The six steps for a successful claim when suffering an injury at work
In this article from JMP Solicitors, they’ve looked at the six steps you must take for a successful claim when suffering an injury at work.
Employees who have suffered an injury at work can seek advice from legal specialists to ensure all necessary actions are taken in the event you choose to make a claim.
Whether an accident is caused by a slip, trip or machinery failure, a strain injury caused by repetitive tasks or inadequate equipment – you may be entitled to financial compensation.
690,000 workplace non-fatal injuries were recorded last year, with slips and falls, strains and sprains whilst carrying, lifting or handling accountable for the vast majority.
Employers are under legal obligation to adhere to current Health and Safety laws at all times and safeguarding an employee’s wellbeing is paramount. In the event prevention measures aren’t put in place or appropriate actions aren’t taken, they could be guilty of negligence.
From reporting the incident as soon as possible, to recording all evidence and seeking medical advice immediately, the legal experts at JMP Solicitors have compiled necessary steps to take following an injury in the workplace, should you wish to receive the appropriate treatment or make a personal injury claim.
Elizabeth Royall, Personal Injury Solicitor at JMP Solicitors explains: “Whether a slip, trip or fall within the work environment, it is crucial that events are recorded in detail, this should be in the form of written evidence, reports and photographs.
“Whilst it can be a stressful situation for all involved – circumstances must be handled cautiously and vigilantly in order to reach a successful outcome.”
1. Report potential hazards
Should employees become aware of any potential hazards such as broken items, spillages or inadequate equipment, these should be brought to the attention of the employer as quickly as possible in order to prevent a repetitive injury.
Prevention may not be possible before the first occurrence of an accident, however employees should raise a complaint before a repetitive injury occurs.
Reports should always be made in writing should proof be required retrospectively, and details of any colleagues who have experienced similar issues or raised concerns are helpful in this situation and could be included as supporting evidence.
2. Report an accident or injury in writing
Any accident or injury should be reported as soon as possible and in writing to the employer.
Where possible, it should be recorded within an accident report or incident book, stating the nature of the injury or accident, circumstances surrounding the event, any witnesses with contact information, the aftermath and any prior issues. A copy should be obtained by the individual and accuracy checked.
If this isn’t possible, details should be recorded in an email or letter and sent directly to the employer.
3. Take photographic evidence
Photographs should be obtained of the incident, any equipment involved and visible injuries.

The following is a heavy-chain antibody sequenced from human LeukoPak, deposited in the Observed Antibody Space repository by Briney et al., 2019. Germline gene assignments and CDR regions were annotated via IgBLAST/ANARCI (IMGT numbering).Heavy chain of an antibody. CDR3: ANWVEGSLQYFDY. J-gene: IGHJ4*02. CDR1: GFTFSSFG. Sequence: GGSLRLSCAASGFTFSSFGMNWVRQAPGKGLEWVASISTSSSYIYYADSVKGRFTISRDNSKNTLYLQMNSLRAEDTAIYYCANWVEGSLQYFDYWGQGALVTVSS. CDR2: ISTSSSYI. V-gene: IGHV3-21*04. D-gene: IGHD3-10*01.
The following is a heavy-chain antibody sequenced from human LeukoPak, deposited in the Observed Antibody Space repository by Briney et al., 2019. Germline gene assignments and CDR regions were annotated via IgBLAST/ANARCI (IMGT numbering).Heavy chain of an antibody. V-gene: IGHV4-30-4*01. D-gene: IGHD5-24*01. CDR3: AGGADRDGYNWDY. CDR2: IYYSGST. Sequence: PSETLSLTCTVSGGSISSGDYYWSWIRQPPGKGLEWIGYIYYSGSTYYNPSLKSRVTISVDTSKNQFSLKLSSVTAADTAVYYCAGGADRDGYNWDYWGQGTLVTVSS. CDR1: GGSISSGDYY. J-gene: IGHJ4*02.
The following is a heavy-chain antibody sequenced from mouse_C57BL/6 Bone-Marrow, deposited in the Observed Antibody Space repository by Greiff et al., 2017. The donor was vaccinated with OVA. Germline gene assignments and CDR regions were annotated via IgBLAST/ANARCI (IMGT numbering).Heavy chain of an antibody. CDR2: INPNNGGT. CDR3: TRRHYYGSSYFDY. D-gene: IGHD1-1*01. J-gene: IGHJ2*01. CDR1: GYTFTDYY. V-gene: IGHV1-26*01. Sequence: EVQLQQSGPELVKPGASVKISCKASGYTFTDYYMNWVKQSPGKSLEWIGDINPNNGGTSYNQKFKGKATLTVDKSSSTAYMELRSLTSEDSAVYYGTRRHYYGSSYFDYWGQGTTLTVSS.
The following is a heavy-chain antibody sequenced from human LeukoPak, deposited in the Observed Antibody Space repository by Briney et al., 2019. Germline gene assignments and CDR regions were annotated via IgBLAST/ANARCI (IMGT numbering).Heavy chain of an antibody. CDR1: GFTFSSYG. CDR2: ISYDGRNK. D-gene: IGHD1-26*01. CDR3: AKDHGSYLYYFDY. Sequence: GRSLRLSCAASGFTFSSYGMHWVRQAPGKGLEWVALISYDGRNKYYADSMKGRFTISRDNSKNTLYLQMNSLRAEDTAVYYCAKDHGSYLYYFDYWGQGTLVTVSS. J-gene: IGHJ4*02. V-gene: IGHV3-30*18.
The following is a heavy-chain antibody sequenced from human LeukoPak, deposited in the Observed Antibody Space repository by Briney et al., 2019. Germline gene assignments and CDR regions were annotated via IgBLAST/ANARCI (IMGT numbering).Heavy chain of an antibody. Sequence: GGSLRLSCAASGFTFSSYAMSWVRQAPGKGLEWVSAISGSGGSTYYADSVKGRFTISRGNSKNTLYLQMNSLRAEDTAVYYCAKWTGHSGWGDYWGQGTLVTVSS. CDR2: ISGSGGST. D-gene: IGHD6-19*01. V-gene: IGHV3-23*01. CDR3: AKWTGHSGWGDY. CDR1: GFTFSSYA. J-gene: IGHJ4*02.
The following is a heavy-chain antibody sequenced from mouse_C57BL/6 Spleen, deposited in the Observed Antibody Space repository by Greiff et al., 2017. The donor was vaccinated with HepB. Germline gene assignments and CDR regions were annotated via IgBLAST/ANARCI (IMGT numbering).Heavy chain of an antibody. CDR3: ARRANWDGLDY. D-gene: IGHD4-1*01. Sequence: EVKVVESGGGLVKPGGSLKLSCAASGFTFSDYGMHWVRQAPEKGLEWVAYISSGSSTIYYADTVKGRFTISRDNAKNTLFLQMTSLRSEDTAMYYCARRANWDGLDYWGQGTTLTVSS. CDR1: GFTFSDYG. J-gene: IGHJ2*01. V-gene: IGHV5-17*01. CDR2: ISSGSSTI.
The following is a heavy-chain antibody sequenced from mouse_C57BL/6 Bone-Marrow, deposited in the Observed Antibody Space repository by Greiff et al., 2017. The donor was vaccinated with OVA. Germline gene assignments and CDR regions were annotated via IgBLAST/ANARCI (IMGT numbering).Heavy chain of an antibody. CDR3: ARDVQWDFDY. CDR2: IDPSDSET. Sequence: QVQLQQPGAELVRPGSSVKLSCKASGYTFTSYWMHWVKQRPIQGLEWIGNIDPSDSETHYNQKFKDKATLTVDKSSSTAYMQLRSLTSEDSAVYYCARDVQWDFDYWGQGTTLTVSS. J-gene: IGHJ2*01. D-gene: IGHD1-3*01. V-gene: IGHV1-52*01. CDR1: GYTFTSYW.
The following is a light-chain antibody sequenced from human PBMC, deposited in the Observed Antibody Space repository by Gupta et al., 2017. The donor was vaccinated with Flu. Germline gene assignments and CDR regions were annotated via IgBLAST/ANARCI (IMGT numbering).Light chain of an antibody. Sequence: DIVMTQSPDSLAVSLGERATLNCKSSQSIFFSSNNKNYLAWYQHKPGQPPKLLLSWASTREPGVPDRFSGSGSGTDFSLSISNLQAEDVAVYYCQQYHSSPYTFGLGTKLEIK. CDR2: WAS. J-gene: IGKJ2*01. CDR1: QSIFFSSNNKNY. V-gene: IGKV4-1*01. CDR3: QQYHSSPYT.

Further photographs should be taken demonstrating how injuries develop over time to be used as evidence.
4. Comply with reasonable requests, but do not discuss your claim
Should the employer request further information regarding accident investigations or wish to discuss absence procedures it’s important to comply with all reasonable requests.
It’s worth noting the employer is entitled to question the individual about the accident, including their injuries and recovery.
The intention to make a claim should not be discussed but the employee should direct employers to their solicitor handling the case.
5. Keep a record
A detailed record should be kept at all times following the incident. This should cover anything relating to the injury and any financial implications.
Any symptoms, how long these were experienced, any care and assistance required by who and when should all be recorded.
If applicable, absence length should be logged together with any loss of earnings or change in job duties. Copies of payslips for three months prior and following the incident should be retained.
Any travel, medical expenses or losses should also be logged detailing dates, journey lengths, whilst all receipts should be kept.
The injured person has a duty to mitigate their losses so they should return to work as soon as they are able to and accept any suitable amended duties offered by the employer.
If they cannot return, relevant sick notes (MED3) from their GP/hospital should be obtained.
6. Keep the employer informed
The injured person should keep their employer updated regarding their injuries and medical treatment as per the individual absence procedures of each employment.
The individual is able to take a colleague, family member of union representative (where applicable) into any meetings regarding the incident with the employer and a copy of the minutes should be requested subsequently.
When these situations occur, it is advised that the individual involved seeks the help of a personal injury solicitor as soon as possible, in order to get the best possible advice, knowledge and guidance.